Nadide Akdeniz has continued her artistic career in an uninterrupted manner since the early 1970s, and perhaps the most appropriate definition of her is “the green sorcerer of the great green world”. Nadide Akdeniz constructs fairy-tale-like green landscapes that cross and intersect social, cultural, ecological, political and spiritual worlds. Her paintings display a refined sensibility, and provide an alternative to the popular tendencies of her period. The organic universe of the artist that begins to live and move with plants, trees, leaves, ivy, fruit and flowers completely fills the surface of the canvas, forming the flora that becomes the style, now synonymous with the artist. Her dreamlike landscapes become, in a sense, her magical, green pseudonym. In Nadide Akdeniz’s fantastic-realistic world, objects that appear as indicators of an ordinary life become symbols indicating society/humanity/time. The fictive, psychological and socio-cultural suggestions of a white cloth, a teapot, a kettle, a hat, a chair, a shoe, a mannequin or an oxygen cylinder take their place in her paintings as loaded metaphors. The cultural baggage of identity, life’s feminine cycle, womanhood, eroticism and sexuality reveal themselves within a feminine symbolism that displays no timidity. Akdeniz, in her works produced after the 1990s, interblends objects, forms and situations. The artist’s paintings reflect, in a grotesque and ironic style, all motifs and images that seem impossible to bring together, presenting the viewer with an emancipating experience of infinite expression between humanity and nature, society and culture and dream and reality.
Armchairs, tables, wardrobes, drawers, curtains and mirrors that we encounter in Nadide Akdeniz’s charcoal-on-paper “untitled” works are concealed feminine reflections that contain the meaning of “home”. In addition to the dialectics of the interior and exterior of houses, with her domestic furniture that we observe as placed both in interiors and exteriors, the artist sensitively investigates all the positive and negative allusions of womanhood, family, belonging, attachment, origins, forgetting and remembering via tangible objects. In the “untitled” work of the artist dated 2019, in one of the two planned scenes, there is a figure who issues directives with a camera behind, and a loudhailer in hand. This figure, that appears to be a director, speaks to the crowd of people in the opposite scene. There is a skyline between the director and these people who walk in procession with their backs to us, as if they are heading to the unknown. The sea and the sky, partially visible in the horizon, alleviate the uncertain disquiet we sense when we wait for the happy ending of a film. In her “untitled” charcoal on paper works from 2019, too, just like the camera crew hiding behind vegetation, or the land surveying device surrounded by men in suits, elements such as cameras, base station poles, helicopters, observation towers, lifeguard towers and ‘no entry’ tape operate as signs of the oppressive, controlling and prohibitive society of discipline that has emerged in the Mediterranean flora.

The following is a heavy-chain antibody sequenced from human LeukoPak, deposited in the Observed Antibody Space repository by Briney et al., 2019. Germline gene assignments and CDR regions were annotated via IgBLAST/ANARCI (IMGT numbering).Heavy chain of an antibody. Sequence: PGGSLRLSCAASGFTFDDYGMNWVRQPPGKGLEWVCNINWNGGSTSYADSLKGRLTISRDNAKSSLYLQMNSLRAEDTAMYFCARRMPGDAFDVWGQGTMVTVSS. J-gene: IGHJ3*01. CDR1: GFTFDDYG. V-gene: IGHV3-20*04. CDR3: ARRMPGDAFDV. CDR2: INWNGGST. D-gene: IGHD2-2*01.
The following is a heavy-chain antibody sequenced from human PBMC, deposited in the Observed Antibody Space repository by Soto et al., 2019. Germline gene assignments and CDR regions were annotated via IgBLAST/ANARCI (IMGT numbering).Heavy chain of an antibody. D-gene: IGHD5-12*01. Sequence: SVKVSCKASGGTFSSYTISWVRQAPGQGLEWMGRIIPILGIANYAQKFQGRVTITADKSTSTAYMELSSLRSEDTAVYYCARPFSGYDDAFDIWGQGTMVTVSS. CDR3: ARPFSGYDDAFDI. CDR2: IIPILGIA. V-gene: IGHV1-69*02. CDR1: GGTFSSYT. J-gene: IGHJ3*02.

The apple features in the story of Adam and Eve, too, and frequently in holy texts, mythology, folk stories and fairy tales, as a symbol that triggers a series of events that often end in disaster. Perhaps for this reason, and despite the apple appearing in many of her paintings, Nadide Akdeniz’s “Adam and Eve” from 2000, points not to the presence but absence of the apple, and operates both as a mythical and fantastic, and as a socio-critical work. Two lifeless mannequins stand motionless in the middle of a false paradise, and the snake can barely be discerned from among the leaves. Although we cannot clearly see the snake, its “dangerous” presence is felt. Yet there is neither an apple to be seen to cause a disaster, nor Eve, to invite Adam to sin. Eve has no sex organ, in a criticism against the historical position of “woman” as a spectacle. In contrast, Adam’s sex organ is hidden behind a leaf, reflecting in an ironic and playful manner, yet also with sharp criticism of gender roles, the concealed phallus as the symbol of “power”. The reputed status of phallus is fake, counterfeit.
For news please click.